The Khasi Hills are located among the furthest extremities of India, well east of the so-called Chicken’s Neck, or Siliguri Corridor, that strange little isthmus of territory, only 22 kilometers wide, where Bangladesh and Nepal nearly meet. Beyond the Chicken’s Neck begins one of Asia’s great geographical/cultural/natural/political (the list could go on) mixing zones: Northeast India. Tectonically speaking, this is the point where a corner of the Indian Plate is colliding with the Eurasian Plate, thrusting up a vast angle of mountains. To the north, the Himalayas stretch across Bhutan, Tibet, and the Indian state of Arunachal Pradesh, while to the east the Patkai Range runs along the Indo-Burmese border. Yet the Khasi Hills are not, technically, part of either the Patkai or Himalayan mountains. Rather, they have been formed by the erosion of what geologists refer to as the Shillong Plateau, a massive expanse of the earth’s crust made of limestone and granite that was forced up into the sky in one giant chunk. Whereas the slopes of the Himalayas are the result of the buckling and tilting of the ground, those of the Shillong Plateau are places where fast moving rivers have violently cut their way straight down into tableland. 

Still, the great mountains to the north and east of the Shillong Plateau dominate the region’s geography. The rivers that pour from the glaciers of the Himalayas, by depositing unimaginably huge quantities of sediment, have laid down endless floodplains that stretch out from the bases of the foothills and surround Meghalaya on three sides. To the north, the mighty Brahmaputra bursts out of Tibet at the eastern end of the Greater Himalayas and then takes a sharp westward turn, in the process leaving behind the material that constitutes the fertile, steaming, Assam plains, which are bordered by the Khasi Hills to the south. About 180 kilometers west of Guwahati, Assam’s first city, the Brahmaputra curves around again, skirting the western boundary of Meghalaya and then meeting another of India’s great waterways, the famous Ganges. The endless delta produced by this merging of holy rivers makes up the plains of Bengal, in which most of the country of Bangladesh is found. The southern border of Meghalaya, which is also an international frontier, lies at the very northern edge of these plains. It’s only to the east that the state is not bounded by vast expanses of alluvial flatland. Here, the mountains of Meghalaya stretch on into Southern Assam, the rugged terrain pausing only briefly as it dips down into the Barak and Jatinga River valleys, before resuming in the Patkai ranges beyond.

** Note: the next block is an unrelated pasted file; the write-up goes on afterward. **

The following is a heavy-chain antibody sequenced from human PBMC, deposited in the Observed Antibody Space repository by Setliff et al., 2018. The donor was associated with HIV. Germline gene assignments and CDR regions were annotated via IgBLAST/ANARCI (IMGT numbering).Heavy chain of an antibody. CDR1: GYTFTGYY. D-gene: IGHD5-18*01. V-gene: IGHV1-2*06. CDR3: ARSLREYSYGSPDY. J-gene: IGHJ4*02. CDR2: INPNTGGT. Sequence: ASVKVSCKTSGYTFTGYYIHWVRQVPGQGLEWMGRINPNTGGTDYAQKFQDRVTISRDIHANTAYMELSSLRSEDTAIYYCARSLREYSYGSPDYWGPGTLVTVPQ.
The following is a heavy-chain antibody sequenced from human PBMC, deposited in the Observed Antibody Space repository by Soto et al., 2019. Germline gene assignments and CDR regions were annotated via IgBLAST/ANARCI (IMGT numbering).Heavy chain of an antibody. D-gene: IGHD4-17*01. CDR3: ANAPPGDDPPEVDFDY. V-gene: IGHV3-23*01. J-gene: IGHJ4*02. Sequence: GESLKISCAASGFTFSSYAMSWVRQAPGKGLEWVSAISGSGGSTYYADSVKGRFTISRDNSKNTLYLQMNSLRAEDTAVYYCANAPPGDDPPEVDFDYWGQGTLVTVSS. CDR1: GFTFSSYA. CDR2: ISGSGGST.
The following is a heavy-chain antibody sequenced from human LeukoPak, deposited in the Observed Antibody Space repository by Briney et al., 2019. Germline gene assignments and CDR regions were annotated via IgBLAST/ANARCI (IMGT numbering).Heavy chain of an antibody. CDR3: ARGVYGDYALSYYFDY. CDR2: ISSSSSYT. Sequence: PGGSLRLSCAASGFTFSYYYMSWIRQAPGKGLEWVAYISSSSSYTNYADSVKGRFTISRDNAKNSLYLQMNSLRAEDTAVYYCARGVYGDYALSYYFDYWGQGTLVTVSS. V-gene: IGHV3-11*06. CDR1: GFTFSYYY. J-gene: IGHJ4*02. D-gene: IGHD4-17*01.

Meghalaya is thus a place that stands out in sharp, rocky contrast to everything around it. With the exception of a few tiny strips of the plains that have been appended to the base of the high country as a result of geopolitical happenstance, all of Meghalaya is mountainous. But the steepest, most formidable part of the state is the area just north of the Bangladesh border. Here, vast quantities of moisture coming up from the Bay of Bengal and passing quickly over the plains is stopped cold in its tracks every year by the mighty southern escarpment of the Khasi Hills. This triggers the region’s record-breaking precipitation which has, over the eons, worn a succession of extraordinarily rugged, roughly parallel, canyons into the side of the Shillong Plateau.

The grand canyons of Meghalaya are the focus of this book. To walk all the way across the Khasi Hills, I had to traverse the five deepest gorges found therein.  

I began the trek at the riverside border town of Ranikor, which is at the western edge of the region where Khasis make up a significant part of the local population. From Ranikor, I walked east, through villages where forms of the Khasi language were spoken, until I reached a point where the prevailing tongue was a variant of the distinct (though related) Jaintia speech.